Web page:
Dell 5350dn review

Dell isn't well known for its printers, so is the company's latest departmental mono laser a warmed-over effort or a tasty treat? Simon Handby finds out in our review.

IT Pro Verdict

With a single consumable and a painless installer and driver, Dell's 5350dn should prove cost-effective to deploy and maintain, with huge scope for customisation and expansion if needed. It's one of the cheaper printers you can buy in this class, but you wouldn't suspect it from its speed, specification or print quality.It wouldn't be our choice if the lowest running costs were a priority, however, and we're unimpressed with its standard warranty. The printer's good value, but less so if you have to budget for a warranty upgrade or it's destined for especially heavy use.

Dell's 5350dn is a mono laser printer that's aimed at large workgroup and departmental use. Though not particularly expensive, it has an attractive specification: automatic duplex (double-sided) printing is standard, the two paper inputs hold 650 sheets between them, and the print engine is rated at 48 pages per minute (ppm). While some competitors offer faster printers for this market, the 5350dn undercuts many on price. With a maximum 225,000-page monthly duty cycle, it seems built to take the punishment it's likely to receive.

The 5350dn comes with automatic duplex printing as standard.

The 5350dn comes with automatic duplex printing as standard.

In photographs the 5350dn's black plastics make it look somewhat like a consumer-level device, but in the flesh it's as bulky and boxy as you'd expect for its class. At 23kg it's reasonably heavy, too, but the installation can be handled by a single fit worker if they're tall enough to get a grip on it. Dell's quick setup sheet could do a better job of explaining how to fit the output tray's paper retainer, which clips on to the very lip of the paper output.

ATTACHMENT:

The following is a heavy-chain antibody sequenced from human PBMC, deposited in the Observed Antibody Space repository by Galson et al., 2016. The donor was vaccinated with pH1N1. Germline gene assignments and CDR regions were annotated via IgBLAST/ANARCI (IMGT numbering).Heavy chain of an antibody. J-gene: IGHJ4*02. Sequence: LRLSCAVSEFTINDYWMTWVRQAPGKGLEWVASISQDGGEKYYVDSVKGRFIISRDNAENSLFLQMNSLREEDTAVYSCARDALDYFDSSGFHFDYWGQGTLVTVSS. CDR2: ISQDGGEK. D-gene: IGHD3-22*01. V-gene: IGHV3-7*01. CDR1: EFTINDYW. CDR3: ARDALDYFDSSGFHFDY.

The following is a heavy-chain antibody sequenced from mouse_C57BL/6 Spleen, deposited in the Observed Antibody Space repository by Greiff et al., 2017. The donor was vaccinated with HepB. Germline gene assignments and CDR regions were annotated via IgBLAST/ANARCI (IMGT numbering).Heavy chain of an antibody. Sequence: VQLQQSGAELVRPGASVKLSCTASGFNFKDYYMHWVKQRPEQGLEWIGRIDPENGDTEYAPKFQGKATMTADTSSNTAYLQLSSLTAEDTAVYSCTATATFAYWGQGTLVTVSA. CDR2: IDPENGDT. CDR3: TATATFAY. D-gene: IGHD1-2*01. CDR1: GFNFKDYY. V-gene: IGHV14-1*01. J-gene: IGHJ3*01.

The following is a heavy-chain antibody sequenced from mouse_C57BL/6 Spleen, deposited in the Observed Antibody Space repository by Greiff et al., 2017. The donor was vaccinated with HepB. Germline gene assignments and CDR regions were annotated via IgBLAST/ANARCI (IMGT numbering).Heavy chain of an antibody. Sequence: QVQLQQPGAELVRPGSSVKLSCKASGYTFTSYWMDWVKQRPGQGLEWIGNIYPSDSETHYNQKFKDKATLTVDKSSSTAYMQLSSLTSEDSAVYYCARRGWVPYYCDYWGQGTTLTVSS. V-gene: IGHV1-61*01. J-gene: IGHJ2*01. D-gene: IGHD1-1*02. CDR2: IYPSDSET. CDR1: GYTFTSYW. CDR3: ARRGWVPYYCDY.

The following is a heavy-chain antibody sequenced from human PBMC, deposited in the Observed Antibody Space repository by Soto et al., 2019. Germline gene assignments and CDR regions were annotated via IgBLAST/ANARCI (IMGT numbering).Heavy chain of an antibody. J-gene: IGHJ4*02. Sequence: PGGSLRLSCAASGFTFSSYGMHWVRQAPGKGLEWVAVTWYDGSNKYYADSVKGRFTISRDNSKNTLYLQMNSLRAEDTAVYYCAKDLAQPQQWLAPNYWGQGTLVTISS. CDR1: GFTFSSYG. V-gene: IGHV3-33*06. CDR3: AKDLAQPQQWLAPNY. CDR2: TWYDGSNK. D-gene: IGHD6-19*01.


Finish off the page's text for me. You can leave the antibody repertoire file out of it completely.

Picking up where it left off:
The printer's initial setup menu also proved slightly frustrating. During localisation it's necessary to scroll down through a list of locations on the four-line display to find the UK; we're not sure why you can't use the printer's alpha-numeric keyboard to speed things up. Dell's driver disc provides a typical attended setup, but it's easy to customise the install or to create scripts for a silent rollout. The printer supports all common operating systems.

Ongoing maintenance is likely to be reasonably painless. The printer arrives with a 10,000-page consumable, which combines toner and photoconductor drum in a single unit. There's a 7,000-page replacement, but most administrators are likely to opt for the lower cost and support overheads of the 30,000-page high-capacity supply. The standard item costs a whopping 294, but the identical Use and Return alternative is a more reasonable 212, resulting in a cost per page of 0.71p. While this is broadly competitive, it's possible to print for less in this class.

Simon Handby

After a brief career in corporate IT, Simon Handby combined his love of technology and writing when he made the move to Computer Shopper magazine. As a technology reviewer he's since tested everything from routers and switches, to smart air fryers and doorbells, and covered technology such as EVs, TVs, solar power and the singularity.

During more than 15 years as Shopper's long-time printer reviewer, Simon tried, tested and wrote up literally hundreds of home, small office and workgroup printers. He continues reviewing smart products and printers for a variety of publications, and has been an IT Pro contributor since 2010. Simon is almost never happier than when surrounded by printers and paper, applying his stopwatch and a seasoned eye to find the best performing, best value products for business users.